It doesn’t take much to be convinced that golf is pretty healthy in the Coachella Valley these days.
All it takes is a drive through the desert, assuming you have the money to afford the gas for a pleasure ride. Drive past most public-access golf courses these days and you can see parking lots that, while not overflowing, are more packed than they were two or three years ago. If you can see part of the golf course, you might see three groups on a par-4, one on the green, one in the fairway and one waiting to tee off.
You can’t see it from a public street, but the same seems to be true at private courses. Many desert private clubs are reporting that play is up 10 or even 20 percent since before the pandemic hit basically two years ago this month.
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Better yet, the gloom and doom that seemed to envelop the game in the decade of the 2010s seems to be lifting. Consider that the National Golf Foundation reports that in every year since 2006, more golf courses have closed in the United States than opened. In part that was because of what the NGF calls the unsustainability of the boom in golf courses in the 1990s and into the early 2000s, and in part because the housing recession of the late 2000s caused many courses to shutter their gates.
While the trend continued in 2021, only 1 percent of the total golf courses in the country shut down. Compare that to 2019, the peak for closures in the last decade, when 2 percent of the courses in the country closed. One percent might not seem like a big difference, but when you are talking about 16,000 golf courses, that 1 percent of courses staying open rather than closing is huge.
But why, when the pandemic slowed everything down, has golf boomed?
Get outside instead of cooperated up
“The pandemic allowed people to rediscover outdoor activities a little bit, get away from the tablets,” said Ron Phipps, general manager at The Lakes Country Club in Palm Desert.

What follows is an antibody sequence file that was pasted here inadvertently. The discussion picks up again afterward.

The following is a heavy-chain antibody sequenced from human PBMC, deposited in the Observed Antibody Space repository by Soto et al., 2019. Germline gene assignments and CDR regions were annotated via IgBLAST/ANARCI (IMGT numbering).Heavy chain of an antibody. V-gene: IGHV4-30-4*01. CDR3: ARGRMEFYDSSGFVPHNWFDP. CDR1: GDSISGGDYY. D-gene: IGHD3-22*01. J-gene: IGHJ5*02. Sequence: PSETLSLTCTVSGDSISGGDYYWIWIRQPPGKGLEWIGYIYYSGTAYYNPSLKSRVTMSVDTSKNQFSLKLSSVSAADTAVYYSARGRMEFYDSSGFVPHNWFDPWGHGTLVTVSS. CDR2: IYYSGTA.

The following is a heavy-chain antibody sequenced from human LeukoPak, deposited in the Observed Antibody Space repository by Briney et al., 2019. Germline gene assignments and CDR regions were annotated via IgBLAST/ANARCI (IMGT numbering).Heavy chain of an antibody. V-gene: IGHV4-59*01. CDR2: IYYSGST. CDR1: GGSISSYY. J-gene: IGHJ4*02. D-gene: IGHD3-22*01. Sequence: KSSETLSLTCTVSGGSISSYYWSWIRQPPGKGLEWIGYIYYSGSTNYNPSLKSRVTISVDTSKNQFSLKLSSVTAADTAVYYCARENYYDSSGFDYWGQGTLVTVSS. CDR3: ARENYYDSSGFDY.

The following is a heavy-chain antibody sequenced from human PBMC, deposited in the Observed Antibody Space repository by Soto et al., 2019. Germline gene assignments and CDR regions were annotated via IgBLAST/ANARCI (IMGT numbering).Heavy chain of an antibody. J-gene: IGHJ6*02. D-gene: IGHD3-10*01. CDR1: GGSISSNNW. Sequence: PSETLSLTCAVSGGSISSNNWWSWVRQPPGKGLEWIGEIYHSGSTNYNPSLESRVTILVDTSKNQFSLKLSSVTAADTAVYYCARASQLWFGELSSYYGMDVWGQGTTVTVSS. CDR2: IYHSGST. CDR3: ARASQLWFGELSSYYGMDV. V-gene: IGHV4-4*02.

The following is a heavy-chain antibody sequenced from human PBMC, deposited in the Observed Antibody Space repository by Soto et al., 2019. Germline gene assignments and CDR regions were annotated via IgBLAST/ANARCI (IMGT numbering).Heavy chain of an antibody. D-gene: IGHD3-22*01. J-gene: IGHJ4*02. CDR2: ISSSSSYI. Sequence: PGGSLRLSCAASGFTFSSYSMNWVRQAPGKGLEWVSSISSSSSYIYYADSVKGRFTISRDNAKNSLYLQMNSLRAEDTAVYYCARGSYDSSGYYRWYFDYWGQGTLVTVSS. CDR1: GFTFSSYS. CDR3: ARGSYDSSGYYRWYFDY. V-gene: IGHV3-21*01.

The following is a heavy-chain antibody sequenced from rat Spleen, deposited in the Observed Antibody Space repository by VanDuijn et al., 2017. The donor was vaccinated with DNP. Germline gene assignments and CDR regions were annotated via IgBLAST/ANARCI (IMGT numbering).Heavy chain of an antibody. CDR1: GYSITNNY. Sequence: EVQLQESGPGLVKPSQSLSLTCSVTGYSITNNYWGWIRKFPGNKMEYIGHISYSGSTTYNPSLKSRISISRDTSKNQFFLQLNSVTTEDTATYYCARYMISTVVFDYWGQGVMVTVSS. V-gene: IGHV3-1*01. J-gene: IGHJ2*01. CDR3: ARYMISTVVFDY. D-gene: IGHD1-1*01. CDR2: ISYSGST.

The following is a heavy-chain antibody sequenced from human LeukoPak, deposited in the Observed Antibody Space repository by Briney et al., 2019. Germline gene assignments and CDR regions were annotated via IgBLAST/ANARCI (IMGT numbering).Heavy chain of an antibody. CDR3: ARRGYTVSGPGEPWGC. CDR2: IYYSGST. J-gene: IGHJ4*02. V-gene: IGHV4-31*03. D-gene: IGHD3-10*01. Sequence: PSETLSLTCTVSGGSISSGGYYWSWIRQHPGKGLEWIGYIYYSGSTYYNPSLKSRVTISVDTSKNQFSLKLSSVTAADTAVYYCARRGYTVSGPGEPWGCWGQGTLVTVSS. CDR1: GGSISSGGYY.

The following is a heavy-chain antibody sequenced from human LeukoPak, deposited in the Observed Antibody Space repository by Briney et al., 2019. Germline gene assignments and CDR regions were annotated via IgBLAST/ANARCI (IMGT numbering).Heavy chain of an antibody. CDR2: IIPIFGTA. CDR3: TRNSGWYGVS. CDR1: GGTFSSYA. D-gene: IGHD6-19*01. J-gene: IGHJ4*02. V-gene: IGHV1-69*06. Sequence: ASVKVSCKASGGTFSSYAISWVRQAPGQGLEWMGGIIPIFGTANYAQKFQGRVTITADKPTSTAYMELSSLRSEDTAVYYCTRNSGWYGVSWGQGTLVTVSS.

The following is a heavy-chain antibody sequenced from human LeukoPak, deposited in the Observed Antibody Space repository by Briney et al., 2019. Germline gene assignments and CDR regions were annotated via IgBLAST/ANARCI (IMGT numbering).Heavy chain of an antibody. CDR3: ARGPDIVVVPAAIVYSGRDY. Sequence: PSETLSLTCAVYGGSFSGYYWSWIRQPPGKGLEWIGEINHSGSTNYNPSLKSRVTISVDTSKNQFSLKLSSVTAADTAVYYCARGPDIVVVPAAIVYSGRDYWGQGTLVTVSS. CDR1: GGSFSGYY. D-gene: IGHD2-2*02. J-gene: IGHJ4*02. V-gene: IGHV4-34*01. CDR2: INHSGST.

Phipps said his 27-hole club is back to 2014 golf levels, a time when golf was in the middle of its slide in terms of participation and rounds played.
That’s all great for the health of golf. But there is a downside to the boom, at least in the desert. Check out some of the popular tee time booking sites, and you’ll see some eye-popping numbers. Tee times of $200, a thing of the past from a few years ago, are back in full force now. The $150 tee times have become commonplace.
The laws of supply and demand say golf is supposed to be expensive in the Coachella Valley in March, when more tourists and more snowbirds are in the area. The rebirth of golf has added even more demand to that equation.
For all the issues golf had in the desert before the pandemic, the game was at least a little more affordable to the full-time desert resident. Yes, you can still find tee times for under $100 in the area, but you likely need to play mid-week, and you’ll need to book that tee time two or perhaps three days in advance.
For golf courses in the Coachella Valley, the peak season of March could go on forever, with plenty of demand putting higher value on tee times. But remember, even with stronger demand, prices will start to go down in a month or two at the most, because temperatures will head higher and fewer people will be wandering out to the course. Or at least if the same number of people are playing, they won’t be willing to pay the same price for a round of golf in triple-digit temperatures.
That’s when the residents of the desert who can’t or won’t pay $150 for a round of golf can comfortably get back on the course.
Larry Bohannan is The Desert Sun golf writer. He can be reached at firstname.lastname@example.org or (760) 778-4633. Follow him on Facebook or on Twitter at @larry_bohannan. Support local journalism. Subscribe to The Desert Sun.